15 August 2022 The Future is the Product of the Past

Ancient settlements that challenge traditional thinking “Karahantepe and Taş Tepeler”

After Göbeklitepe in Şanlıurfa, which sheds light on 12,000 years ago in human history and is considered one of the greatest discoveries in the world of archeology, new studies were started in the same region under the name of “Taş Tepeler”.

Republic of Türkiye Ministry of Culture and Tourism and the Türkiye Tourism Promotion and Development Agency (TGA) presented Taş Tepeler, a project that aims to reveal the land where the change in human history took place and a great transformation from the hunter-gatherer way of living to agriculture, with a series of visits, meetings, and events from 21 to 27 September 2021.

TAŞ TEPELER Project involves archaeological excavations and research carried out in seven areas: Göbeklitepe, Karahantepe, Gürcütepe, Sayburç, Çakmaktepe, Sefertepe and the Yeni Mahalle mound.

The Şanlıurfa region is home to the first examples of organized labour and specialization in the history of civilization. Between 2021 and 2024, excavations will be carried out in a total of 12 locations, including Karahantepe, a site with more than 250 T-shaped megalith blocks similar to those found in the UNESCO World Heritage Site, Göbeklitepe. It is believed that the finds from these excavations will make considerable and far-reaching contributions to our knowledge of humanity in prehistoric times, including their daily lives and rituals. It is estimated that there are several sites in Şanlıurfa similar to Göbeklitepe, which reflect the early phases of the Neolithic Age.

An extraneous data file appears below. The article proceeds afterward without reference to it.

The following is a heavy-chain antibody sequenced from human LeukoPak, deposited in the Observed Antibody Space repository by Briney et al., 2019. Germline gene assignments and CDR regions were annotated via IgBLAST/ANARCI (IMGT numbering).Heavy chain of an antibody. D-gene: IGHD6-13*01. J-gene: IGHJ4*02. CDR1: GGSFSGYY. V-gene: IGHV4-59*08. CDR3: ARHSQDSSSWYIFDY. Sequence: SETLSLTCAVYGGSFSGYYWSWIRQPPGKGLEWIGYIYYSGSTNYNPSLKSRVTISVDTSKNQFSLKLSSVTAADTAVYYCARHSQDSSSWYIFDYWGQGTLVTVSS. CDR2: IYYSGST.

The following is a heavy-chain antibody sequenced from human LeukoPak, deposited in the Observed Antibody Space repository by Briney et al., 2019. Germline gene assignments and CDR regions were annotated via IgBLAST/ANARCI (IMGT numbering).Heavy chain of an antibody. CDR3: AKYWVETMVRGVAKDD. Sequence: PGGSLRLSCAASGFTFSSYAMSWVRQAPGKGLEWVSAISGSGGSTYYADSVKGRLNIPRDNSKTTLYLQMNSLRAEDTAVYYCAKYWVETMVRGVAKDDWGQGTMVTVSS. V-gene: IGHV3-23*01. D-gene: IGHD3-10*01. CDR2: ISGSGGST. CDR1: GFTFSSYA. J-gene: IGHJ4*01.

Karahantepe houses more than 250 T-shaped megaliths featuring animal depictions.
Karahantepe houses more than 250 T-shaped megaliths featuring animal depictions. Photo: TGA

Taş Tepeler Project, considered to be the beginning of the transformation of shelters into houses 12,000 years ago, and in which villages emerged, a stratified society formed, and the ability to carry out basic trade developed. It is thought that the monumental megalithic structures in the area were believed to be communal spaces where people gathered. 

“Now we have a different view on history,” says Necmi Karul, a professor of prehistory at Istanbul University who is leading the dig at Karahantepe, a site carved into the slope of a hill on a high limestone plateau between the Tigris and Euphrates rivers.

“Our findings change the perception, still seen in schoolbooks across the world, that settled life resulted from farming and animal husbandry,” he said at a September presentation of the site. “This shows that it begins when humans were still hunter-gatherers and that agriculture is not a cause, but the effect, of settled life.”

Taş Tepeler map
Taş Tepeler

The region of these settlements is named “Taş Tepeler,” literally meaning Stone Hills. Covering an area of 200 kilometers from one end to the other, Taş Tepeler is an Anatolian and Upper Mesopotamian territory that hosted the earliest settled communities.